There are many different sizes of grease traps available on the market, so be sure to select a system that is suitable for your restaurant’s volume of cooking oil and food waste. You can also minimize the need for your grease trap to be emptied by educating employees on proper food waste handling. This includes not pouring grease down the drain, using sink drain covers to capture waste and scraping dishes into the trash before rinsing them.

Many local governments require that restaurants and food service businesses install a grease trap. The purpose of the trap is to keep fatty acids, oils and grease (FOG) from entering sewer waste lines, where it can cause blockages and backups, called sanitary sewer overflows (SSOs). Because of the health risks associated with SSOs, local governments often fine establishments that do not abide by FOG management principles.

In addition to preventing the buildup of toxic hydrogen sulfide gases, which are known to kill, a properly functioning grease trap can also save your business money by keeping your kitchen drains running smoothly. However, installing a grease trap is not a job for the average restaurant owner or commercial kitchen operator. It is best to leave the installation of a grease trap to a professional plumber.

The first step to installing a grease trap is obtaining the necessary permits. This process varies by jurisdiction, but usually involves paying a small fee and providing your permit number to the city inspector.

Once your permit is in hand, it’s time to start the actual installation. It’s important to note that the grease trap should be located close to the sink drain that it will serve. This allows for faster, more accurate sizing and installation.

There are two main options for determining the size of a grease trap: sizing by fixture capacity and sizing by gravity flow rate. The former is typically used if the fixture dimensions within your restaurant are well known. The latter is based on the fact that there is a direct correlation between a trap’s maximum flow rate and the volume of fixtures draining into it.

To calculate a trap’s flow rate, simply divide its volume by the number of fixtures that will be draining into it. Then multiply this figure by 231 to convert it into gallons per minute (GPM). This will help you determine the right grease trap size for your establishment. Once you have determined the size of your trap, it’s important to educate your staff on proper FOG handling techniques. This can include things like using drain covers and scraping food into garbage cans rather than washing it down the drain. It is also a good idea to have your trap professionally serviced on a regular basis. A reputable company can work with you to develop a service schedule that meets your needs and the requirements of your local government.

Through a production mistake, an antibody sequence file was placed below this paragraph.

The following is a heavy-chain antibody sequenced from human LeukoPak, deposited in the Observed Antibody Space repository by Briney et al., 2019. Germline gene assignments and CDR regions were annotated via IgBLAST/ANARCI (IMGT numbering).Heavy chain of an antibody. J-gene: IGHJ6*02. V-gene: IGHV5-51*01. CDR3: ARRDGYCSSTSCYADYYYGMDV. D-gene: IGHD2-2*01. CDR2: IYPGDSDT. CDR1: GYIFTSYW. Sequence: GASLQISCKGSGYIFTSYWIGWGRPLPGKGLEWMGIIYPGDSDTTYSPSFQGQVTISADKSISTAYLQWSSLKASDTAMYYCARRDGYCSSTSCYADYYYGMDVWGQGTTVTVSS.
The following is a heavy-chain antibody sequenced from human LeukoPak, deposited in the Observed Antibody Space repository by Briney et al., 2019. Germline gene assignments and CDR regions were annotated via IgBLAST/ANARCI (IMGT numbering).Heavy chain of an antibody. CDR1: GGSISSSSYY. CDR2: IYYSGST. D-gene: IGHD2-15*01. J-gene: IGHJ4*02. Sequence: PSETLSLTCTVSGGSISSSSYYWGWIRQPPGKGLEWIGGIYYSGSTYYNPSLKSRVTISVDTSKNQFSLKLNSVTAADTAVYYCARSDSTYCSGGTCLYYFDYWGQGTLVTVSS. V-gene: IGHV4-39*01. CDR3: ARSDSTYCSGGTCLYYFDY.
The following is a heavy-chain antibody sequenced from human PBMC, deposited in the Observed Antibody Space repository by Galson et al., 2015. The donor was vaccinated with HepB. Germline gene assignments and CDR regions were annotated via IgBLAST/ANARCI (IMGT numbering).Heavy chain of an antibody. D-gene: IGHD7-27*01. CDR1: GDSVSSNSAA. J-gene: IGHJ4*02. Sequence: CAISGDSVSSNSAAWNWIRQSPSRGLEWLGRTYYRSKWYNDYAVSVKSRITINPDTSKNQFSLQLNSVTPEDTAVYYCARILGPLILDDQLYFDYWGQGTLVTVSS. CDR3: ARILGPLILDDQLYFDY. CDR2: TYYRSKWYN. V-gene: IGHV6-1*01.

Grease traps must be cleaned regularly to prevent odors, blockages and even overflow. The process is not difficult, but it must be done correctly in order to avoid costly drain repairs and other unfortunate consequences.

Before beginning the grease trap cleaning process, it’s important to put on rubber gloves, a face mask and protective goggles to protect yourself against potentially dangerous bacteria. It’s also important to have a utility sink close by for washing your hands.

Start by running cool water through the grease trap system for about 10 minutes. This will help congeal fats, oils and grease (FOG), making them easier to remove during subsequent steps. Next, carefully detach the grease trap lid. Some lids require a crowbar or wrench, while others can be removed with just your fingers. Once the lid is off, carefully inspect the inside of your grease trap for signs of damage or general wear and tear. If possible, take a picture of the inside of your grease trap or draw a diagram to help you remember where each part belongs during the re-installation process.

Using the bucket, scoop up the FOG layer from the grease trap and place it in the plastic bag. Use a scraper to remove any other solids from the grease interceptor’s walls and baffles. If these solids aren’t removed, they will slowly eat into the baffle walls and grease outlet pipe, causing them to clog or overflow.

After the grease trap sludge is collected, dispose of it in a double-lined garbage bag. Alternatively, you can hire a professional grease trap cleaning service. These companies will provide expert cleaning and maintenance services, as well as offer full inspections and history reports to ensure your facility is complying with sanitation laws.